Late on August 4, two people were fatally gunned down outside the Muzik nightclub after rapper Drake’s afterparty spilled out into the streets. Now we find out that just before one of the victims was murdered, she was refused a cab ride by a licenced Toronto cabbie because she was a ‘short fare’. That is, the cab driver thought “her estimated $8 fare was too low” so he didn’t bother to pick her up. Minutes later she was struck by a random bullet.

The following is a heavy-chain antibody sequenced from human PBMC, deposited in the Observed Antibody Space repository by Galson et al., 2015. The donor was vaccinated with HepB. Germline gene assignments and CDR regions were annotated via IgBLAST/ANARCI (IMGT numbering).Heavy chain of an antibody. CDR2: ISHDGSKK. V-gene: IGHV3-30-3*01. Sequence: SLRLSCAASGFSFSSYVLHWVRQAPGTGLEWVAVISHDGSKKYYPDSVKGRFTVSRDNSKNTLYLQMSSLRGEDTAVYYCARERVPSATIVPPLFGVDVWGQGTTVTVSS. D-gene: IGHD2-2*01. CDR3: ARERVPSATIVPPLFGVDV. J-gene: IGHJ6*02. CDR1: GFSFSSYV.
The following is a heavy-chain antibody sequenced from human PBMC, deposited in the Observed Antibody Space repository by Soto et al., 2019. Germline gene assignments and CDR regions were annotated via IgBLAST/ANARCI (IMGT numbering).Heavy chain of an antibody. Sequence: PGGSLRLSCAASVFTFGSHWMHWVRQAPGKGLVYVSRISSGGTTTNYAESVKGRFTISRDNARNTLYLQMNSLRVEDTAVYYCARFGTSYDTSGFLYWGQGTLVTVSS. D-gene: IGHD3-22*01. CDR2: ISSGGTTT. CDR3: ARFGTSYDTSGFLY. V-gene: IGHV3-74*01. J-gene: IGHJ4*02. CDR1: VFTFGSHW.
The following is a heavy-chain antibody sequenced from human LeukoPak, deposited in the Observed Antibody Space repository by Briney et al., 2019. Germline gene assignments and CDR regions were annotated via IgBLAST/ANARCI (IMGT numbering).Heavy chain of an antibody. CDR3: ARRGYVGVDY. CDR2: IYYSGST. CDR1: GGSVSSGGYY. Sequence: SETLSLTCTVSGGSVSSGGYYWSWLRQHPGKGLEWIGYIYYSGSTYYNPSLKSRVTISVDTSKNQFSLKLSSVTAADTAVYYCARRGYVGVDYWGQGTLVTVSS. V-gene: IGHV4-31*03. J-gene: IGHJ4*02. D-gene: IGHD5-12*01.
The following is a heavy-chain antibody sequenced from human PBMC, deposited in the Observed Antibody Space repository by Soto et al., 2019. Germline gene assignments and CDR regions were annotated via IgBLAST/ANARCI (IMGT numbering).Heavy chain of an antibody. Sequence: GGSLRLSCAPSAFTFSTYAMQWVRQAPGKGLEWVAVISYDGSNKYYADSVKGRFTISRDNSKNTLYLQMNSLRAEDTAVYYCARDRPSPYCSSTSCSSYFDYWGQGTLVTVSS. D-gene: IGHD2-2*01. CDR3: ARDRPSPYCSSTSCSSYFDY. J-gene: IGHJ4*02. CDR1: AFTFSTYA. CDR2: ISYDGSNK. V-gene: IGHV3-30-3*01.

As a result, a representative of the Toronto cabbie’s union wants “tougher penalties for cabbies who refuse short fares.” The Toronto “director of bylaw enforcement called the practice of turning down short fares ‘despicable’”.
These would be the same people who only a few short weeks ago were all in high dudgeon about the presence of Uber cabbies on Toronto’s streets.
So let me get this straight, the solution to the short fare problem is more bureaucratic enforcement of rules and regulations, and – presumably – more form-filling by complainants. But the solution is definitely not more competition in the marketplace.